Billy Bragg talks "real loss" of Glastonbury not taking place in 2021
25 January 2021, 11:38 | Updated: 25 January 2021, 12:45
The singer-songwriter, poet and activist - who curates the festival's Left Field stage - has talked about the impact of the event being postponed again.
The poet, singer-songwriter and activist is one of the organisers at the Somerset festival, curating its famous Left Field stage for many years, but he admitted it was "a bit of a shock" to have it postponed for another year.
Asked on BBC News if he thought the announcement was inevitable, the artist replied: "I don’t think it was inevitable, but a lot of people in my profession... we’re constantly having things booked that are postponed. I mean I’ve got an Australian festival that’s happening this time next year that’s been postponed twice".
The 63-year-old added: "And it’s difficult to keep focusing on things. Glastonbury was one of those things where we thought ‘OK that’s a landmark there.' If we can get to Glasto then the rest of the summer for everybody else… 'cause Glasto is right at the start of the summer. It’s one of the earliest festivals.
"It’s the last weekend of June and it’s a real signal to the rest of the festival diaspora that things are going to happen again. So, losing it again for another year is a bit of a shock, but you know it’s a festival that does have a fallow year, so they can deal with that, but for all the people who go there and all the people who work as part of it, it’s a real loss..."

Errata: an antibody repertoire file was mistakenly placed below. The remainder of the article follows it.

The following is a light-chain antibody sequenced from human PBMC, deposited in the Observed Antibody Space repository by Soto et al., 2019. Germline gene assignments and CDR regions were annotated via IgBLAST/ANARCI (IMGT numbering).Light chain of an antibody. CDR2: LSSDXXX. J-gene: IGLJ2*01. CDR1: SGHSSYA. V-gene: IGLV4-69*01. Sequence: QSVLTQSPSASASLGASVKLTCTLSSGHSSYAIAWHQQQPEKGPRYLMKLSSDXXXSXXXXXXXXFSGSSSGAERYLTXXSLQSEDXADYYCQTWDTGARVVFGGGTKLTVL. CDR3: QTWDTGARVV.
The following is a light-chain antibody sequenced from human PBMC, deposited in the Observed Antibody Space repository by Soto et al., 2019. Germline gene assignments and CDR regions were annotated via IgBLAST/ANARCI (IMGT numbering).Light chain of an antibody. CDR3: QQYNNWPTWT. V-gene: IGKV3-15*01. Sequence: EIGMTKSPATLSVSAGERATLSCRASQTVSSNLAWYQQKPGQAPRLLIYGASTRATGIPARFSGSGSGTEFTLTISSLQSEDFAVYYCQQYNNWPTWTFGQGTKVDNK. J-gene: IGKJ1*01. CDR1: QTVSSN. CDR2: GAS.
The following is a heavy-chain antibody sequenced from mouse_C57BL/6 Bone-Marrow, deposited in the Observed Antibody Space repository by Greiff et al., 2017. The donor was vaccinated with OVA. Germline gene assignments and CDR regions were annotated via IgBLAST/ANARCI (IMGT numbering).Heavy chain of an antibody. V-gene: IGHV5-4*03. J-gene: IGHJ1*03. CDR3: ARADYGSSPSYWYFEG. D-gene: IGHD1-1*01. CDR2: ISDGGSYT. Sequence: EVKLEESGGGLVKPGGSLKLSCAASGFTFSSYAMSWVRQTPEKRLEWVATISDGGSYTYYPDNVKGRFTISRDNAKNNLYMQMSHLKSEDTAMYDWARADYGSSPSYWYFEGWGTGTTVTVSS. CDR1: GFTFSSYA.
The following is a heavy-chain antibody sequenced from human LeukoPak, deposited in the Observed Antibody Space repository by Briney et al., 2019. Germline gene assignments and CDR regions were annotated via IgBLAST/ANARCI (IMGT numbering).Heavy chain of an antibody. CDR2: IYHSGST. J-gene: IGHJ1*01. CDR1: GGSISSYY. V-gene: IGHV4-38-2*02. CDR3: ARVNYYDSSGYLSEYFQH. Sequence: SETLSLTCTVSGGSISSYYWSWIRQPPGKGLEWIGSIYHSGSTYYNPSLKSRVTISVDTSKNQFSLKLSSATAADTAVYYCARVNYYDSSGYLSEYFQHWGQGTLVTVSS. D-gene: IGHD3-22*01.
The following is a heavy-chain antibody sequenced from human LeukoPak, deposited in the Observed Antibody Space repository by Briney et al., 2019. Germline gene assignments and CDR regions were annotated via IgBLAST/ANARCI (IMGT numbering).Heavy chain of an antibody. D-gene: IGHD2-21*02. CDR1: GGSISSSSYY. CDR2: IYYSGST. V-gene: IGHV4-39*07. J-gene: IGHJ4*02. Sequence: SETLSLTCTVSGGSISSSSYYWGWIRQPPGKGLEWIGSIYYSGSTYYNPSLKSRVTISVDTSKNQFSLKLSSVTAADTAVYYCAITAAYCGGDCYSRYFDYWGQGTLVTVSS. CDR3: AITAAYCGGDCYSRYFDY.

However, the A New England singer is sure once the coronavirus pandemic has been controlled that festivals and live shows will be more important than ever.
He continued: "I think the thing is, once this ends we’ll want to get together and listen to music again, because there’s something you can get from gathering together as a crowd and listening to music that you love and having a good old sing. You can’t get that on the internet.
“I think once this is over, I think people will want to come back to gigs again, whether they’re small gigs, or whether it’s something like Glastonbury. It’s just a hope really that those venues and festivals are going to be there."
Despite the bad news, Glastonbury founder Michael Eavis has talked about wanting to do "something smaller" to replace the festival in September.
On the same day the cancellation was announced, Eavis told LBC: "I would like to do something in September.
"I would like to do something smaller somewhere around the anniversary date of when we started, which was the 18th of September 1970.
"I would like to consider possibly doing something around that time."
Quizzed if the event would involve getting some of the big artists who would have performed at the festival this year, the Octogenarian replied: "Yes, but I do need to get reassurance from the ethics people."